How to Protect Yourself from an Avalanche

Know Your Avalanche Risk

Learn about your local avalanche risk. Know the signs of increased danger, including recent avalanches and shooting cracks across slopes. Avoid areas of increased risk, such as slopes steeper than 30 degrees or areas under steep slopes. Get training on how to recognize hazardous conditions and avalanche-prone locations. Your community may also have a local warning system.

Preparing for Avalanche

Avoid areas of increased risk like slopes steeper than 30 degrees or areas downhill of steep slopes.

Get the proper equipment to protect yourself from head injuries and create air pockets. Receive first aid training so you can recognize and treat suffocation, hypothermia, traumatic injury, and shock. Wear a helmet to help reduce head injuries and create air pockets. Wear an avalanche beacon to help rescuers locate you. Use an avalanche airbag that may help you from being completely buried. Carry a collapsible avalanche probe and a small shovel to help rescue others.

Warning Signs

The following are a few of the warning signs of unstable snow and possible avalanches:

  • You see an avalanche happen or see evidence of previous slides.
  • Cracks form in the snow around your feet or skis.
  • The ground feels hollow underfoot.
  • You hear a “whumping” sound as you walk, which indicates that the snow is settling and a slab might release.
  • Heavy snowfall or rain in the past 24 hours
  • Significant warming or rapidly increasing temperatures
  • You see surface patterns on the snow made by the force of strong winds. This could indicate that snow has been transported and deposited in dangerous drifts that could release.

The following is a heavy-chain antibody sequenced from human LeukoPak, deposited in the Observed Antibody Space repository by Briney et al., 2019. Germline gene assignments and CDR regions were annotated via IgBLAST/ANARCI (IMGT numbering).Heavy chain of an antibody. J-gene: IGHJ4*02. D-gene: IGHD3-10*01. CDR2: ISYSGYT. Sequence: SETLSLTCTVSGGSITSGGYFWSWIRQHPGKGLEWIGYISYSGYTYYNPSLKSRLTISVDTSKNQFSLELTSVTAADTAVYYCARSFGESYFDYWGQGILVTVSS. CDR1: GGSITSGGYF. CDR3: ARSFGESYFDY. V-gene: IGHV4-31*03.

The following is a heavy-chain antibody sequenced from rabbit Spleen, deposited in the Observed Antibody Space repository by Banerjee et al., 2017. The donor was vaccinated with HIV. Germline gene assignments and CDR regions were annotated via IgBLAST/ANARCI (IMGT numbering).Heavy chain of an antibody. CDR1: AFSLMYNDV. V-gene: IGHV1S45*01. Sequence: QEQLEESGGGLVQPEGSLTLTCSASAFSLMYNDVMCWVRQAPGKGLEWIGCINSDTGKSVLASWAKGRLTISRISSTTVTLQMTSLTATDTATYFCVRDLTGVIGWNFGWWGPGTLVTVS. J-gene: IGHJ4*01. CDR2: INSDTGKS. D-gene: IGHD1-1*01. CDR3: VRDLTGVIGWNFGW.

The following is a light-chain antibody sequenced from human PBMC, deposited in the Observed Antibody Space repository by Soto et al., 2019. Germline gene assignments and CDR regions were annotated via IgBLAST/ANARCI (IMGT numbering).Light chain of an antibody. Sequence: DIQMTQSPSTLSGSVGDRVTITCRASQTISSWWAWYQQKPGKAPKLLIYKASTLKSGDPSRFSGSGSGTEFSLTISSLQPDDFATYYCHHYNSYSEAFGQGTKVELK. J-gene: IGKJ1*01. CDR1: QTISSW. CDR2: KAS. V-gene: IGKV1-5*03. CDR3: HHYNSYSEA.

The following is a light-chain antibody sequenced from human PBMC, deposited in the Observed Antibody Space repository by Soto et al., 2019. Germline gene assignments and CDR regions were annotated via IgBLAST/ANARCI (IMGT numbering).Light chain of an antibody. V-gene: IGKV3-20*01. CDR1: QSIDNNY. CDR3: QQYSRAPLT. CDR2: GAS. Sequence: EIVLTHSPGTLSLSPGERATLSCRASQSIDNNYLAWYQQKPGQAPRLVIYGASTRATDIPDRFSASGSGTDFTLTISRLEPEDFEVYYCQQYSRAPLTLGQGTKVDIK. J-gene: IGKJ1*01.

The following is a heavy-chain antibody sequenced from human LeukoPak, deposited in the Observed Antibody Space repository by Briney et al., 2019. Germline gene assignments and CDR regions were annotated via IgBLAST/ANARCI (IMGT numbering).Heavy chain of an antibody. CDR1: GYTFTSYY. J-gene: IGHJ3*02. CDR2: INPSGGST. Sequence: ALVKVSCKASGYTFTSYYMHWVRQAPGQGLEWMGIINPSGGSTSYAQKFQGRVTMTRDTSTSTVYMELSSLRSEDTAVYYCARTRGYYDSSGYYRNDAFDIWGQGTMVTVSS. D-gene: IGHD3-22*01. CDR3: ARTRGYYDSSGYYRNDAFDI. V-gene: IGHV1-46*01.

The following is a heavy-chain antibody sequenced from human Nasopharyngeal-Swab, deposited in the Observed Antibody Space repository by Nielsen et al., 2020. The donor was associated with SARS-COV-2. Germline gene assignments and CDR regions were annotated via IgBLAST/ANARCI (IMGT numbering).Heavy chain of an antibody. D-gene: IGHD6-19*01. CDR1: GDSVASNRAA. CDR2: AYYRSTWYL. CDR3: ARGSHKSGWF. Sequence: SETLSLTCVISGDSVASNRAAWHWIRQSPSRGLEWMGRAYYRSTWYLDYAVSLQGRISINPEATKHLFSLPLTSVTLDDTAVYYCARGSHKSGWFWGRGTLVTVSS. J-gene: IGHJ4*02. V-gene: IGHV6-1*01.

Follow avalanche warnings on roads. Roads may be closed, or vehicles may be advised not to stop on the roadside. Local safety crews may be performing controlled avalanche detonations to reduce buildup in certain areas. 

  • Use and carry safety equipment and rescue gear.
  • If your partner or others are buried, call 9-1-1 and then begin to search if it is safe to do so.
  • If you have the proper training, treat others for suffocation, hypothermia, traumatic injury, or shock.

Returning After

Know the signs and ways to treat hypothermia.

  • Hypothermia is an unusually low body temperature. A body temperature below 95 degrees is an emergency.
    • Signs: Shivering, exhaustion, confusion, fumbling hands, memory loss, slurred speech and drowsiness.
    • Actions: Go to a warm room or shelter. Warm the center of the body first—chest, neck, head and groin. Keep the person dry and wrapped up in warm blankets, including the head and neck.
  • Engage virtually with your community through video and phone calls. Know that it’s normal to feel anxious or stressed. Take care of your body and talk to someone if you are feeling upset.